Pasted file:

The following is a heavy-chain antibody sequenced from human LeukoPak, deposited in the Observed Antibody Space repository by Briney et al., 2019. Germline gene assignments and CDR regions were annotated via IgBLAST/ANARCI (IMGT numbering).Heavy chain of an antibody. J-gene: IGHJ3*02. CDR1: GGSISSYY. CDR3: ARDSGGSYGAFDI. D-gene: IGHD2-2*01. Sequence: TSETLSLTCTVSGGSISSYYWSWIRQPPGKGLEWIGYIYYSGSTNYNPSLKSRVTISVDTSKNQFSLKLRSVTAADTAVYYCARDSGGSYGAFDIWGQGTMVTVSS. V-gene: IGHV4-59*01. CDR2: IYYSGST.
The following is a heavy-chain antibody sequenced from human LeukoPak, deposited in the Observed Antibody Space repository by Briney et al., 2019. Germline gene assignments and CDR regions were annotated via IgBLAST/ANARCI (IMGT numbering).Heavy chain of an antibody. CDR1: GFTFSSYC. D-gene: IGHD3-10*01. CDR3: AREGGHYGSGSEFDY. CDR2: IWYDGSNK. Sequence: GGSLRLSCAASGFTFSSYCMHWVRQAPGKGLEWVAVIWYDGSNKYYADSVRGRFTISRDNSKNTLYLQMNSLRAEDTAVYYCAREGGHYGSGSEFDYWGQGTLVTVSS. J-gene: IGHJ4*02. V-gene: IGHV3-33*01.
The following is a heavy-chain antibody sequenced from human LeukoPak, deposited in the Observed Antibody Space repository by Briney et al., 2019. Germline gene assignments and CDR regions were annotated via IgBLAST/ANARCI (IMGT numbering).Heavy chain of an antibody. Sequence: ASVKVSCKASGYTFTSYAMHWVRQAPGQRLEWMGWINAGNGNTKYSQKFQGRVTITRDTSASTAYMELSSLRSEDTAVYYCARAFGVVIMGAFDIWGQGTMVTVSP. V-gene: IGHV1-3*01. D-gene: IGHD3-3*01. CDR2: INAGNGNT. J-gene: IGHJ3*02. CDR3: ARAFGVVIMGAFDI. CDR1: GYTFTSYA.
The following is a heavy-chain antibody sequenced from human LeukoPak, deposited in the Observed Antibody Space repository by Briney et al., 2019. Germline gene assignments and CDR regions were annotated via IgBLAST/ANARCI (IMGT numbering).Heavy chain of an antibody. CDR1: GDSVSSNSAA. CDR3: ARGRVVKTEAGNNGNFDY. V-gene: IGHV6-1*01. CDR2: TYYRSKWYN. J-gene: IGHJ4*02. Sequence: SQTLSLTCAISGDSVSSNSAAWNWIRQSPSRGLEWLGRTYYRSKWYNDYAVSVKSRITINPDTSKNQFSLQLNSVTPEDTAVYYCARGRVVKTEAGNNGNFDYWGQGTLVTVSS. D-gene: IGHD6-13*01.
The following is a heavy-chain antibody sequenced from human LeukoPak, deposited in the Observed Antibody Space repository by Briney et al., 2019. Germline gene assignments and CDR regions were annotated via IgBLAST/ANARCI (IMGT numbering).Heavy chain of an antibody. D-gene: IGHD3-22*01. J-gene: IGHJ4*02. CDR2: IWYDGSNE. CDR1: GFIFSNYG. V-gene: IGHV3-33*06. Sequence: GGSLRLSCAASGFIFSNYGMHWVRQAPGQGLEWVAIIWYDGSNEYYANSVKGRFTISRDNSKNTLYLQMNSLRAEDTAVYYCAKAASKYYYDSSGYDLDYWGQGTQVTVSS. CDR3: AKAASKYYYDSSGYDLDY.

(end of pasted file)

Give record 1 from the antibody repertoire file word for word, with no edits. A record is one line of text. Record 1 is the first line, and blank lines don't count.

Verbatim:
The following is a heavy-chain antibody sequenced from human LeukoPak, deposited in the Observed Antibody Space repository by Briney et al., 2019. Germline gene assignments and CDR regions were annotated via IgBLAST/ANARCI (IMGT numbering).Heavy chain of an antibody. J-gene: IGHJ3*02. CDR1: GGSISSYY. CDR3: ARDSGGSYGAFDI. D-gene: IGHD2-2*01. Sequence: TSETLSLTCTVSGGSISSYYWSWIRQPPGKGLEWIGYIYYSGSTNYNPSLKSRVTISVDTSKNQFSLKLRSVTAADTAVYYCARDSGGSYGAFDIWGQGTMVTVSS. V-gene: IGHV4-59*01. CDR2: IYYSGST.